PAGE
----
HP today announced
that it will be open sourcing its webOS mobile operating system acquired when it purchased Palm last year. The fate of webOS has been unclear since the company's August announcement
that it would be spinning off its PC division and exiting the tablet and smartphone markets. HP later reversed course
on its planned PC unit spinoff, but has continued to weigh its options for webOS amid the discontinuation of its mobile hardware effort.
"webOS is the only platform designed from the ground up to be mobile, cloud-connected and scalable," said Meg Whitman, HP president and chief executive officer. "By contributing this innovation, HP unleashes the creativity of the open source community to advance a new generation of applications and devices."
HP will make the underlying code of webOS available under an open source license. Developers, partners, HP engineers and other hardware manufacturers can deliver ongoing enhancements and new versions into the marketplace.
As ZDNet notes
, the open sourcing of webOS adds a competitor for Android, offering hardware manufacturers wary of relying too much on Google's open source platform an option to diversify their own slates of products.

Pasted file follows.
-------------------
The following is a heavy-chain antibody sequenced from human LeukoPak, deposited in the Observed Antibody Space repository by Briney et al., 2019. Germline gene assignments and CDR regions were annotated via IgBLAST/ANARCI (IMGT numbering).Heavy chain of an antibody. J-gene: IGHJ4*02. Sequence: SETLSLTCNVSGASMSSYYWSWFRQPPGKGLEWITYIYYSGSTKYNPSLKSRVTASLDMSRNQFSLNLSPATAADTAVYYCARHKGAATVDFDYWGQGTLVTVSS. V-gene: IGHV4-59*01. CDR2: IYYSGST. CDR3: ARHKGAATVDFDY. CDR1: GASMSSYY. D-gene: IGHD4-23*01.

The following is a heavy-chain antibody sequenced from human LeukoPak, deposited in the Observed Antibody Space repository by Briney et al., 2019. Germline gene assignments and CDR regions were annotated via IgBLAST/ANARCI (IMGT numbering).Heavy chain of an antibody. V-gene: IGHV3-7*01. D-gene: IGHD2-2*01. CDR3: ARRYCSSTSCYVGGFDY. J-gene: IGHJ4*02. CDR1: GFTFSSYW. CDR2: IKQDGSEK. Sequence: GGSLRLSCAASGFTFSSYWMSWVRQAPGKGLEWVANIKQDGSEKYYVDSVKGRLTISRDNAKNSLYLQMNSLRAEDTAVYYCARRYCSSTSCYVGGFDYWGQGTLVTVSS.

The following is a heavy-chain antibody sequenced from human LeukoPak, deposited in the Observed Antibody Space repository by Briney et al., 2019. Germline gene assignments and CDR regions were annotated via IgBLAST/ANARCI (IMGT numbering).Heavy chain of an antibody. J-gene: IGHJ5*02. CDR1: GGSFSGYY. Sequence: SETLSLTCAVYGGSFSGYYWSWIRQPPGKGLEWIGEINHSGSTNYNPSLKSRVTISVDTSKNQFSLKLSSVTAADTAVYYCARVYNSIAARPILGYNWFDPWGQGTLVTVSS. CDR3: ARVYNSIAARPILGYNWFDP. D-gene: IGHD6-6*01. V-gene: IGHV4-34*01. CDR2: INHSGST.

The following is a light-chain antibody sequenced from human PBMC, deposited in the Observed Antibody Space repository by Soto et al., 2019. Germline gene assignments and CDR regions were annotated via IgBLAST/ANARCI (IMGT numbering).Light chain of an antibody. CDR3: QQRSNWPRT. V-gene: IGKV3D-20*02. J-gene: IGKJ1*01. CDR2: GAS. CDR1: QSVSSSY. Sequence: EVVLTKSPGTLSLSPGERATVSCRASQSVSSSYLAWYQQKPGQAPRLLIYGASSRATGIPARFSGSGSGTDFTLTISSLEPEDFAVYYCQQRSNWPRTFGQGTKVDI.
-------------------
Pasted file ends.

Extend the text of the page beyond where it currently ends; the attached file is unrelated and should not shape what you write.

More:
Android is the king of mobile as well as open source operating systems. However, carriers and smartphone makers want to diversify away from Android as well as Apple's iOS. WebOS could be a nice diversification tool that could splinter Android support. The other reality: The WebOS UI is better than Android's, but Google's platform has the apps.
The availability of webOS for use by numerous manufacturers could also threaten Microsoft and its efforts to make Windows Phone competitive by partnering with Nokia.
: In an interview with The Verge
, HP CEO Meg Whitman reveals that the company is planning to use webOS on future tablet products, indicating the company is not abandoning mobile hardware entirely. No timeframe for such products has been announced.
Will HP be creating any new webOS hardware?
Meg: The answer to that is yes but what I can't tell you is whether that will be in 2012 or not. But we will use webOS in new hardware, but it's just going to take us a little longer to reorganize the team in a quite different direction than we've been taking it in the past.
Are we talking printers? Or tablets and phones?
Meg: In the near term what I would imagine -- and this could change, in full disclosure -- is I would think tablets, I do not believe we will be in the smartphone business again.
Article Link: HP Turns WebOS Open Source, Could Offer Manufacturers Alternative to Android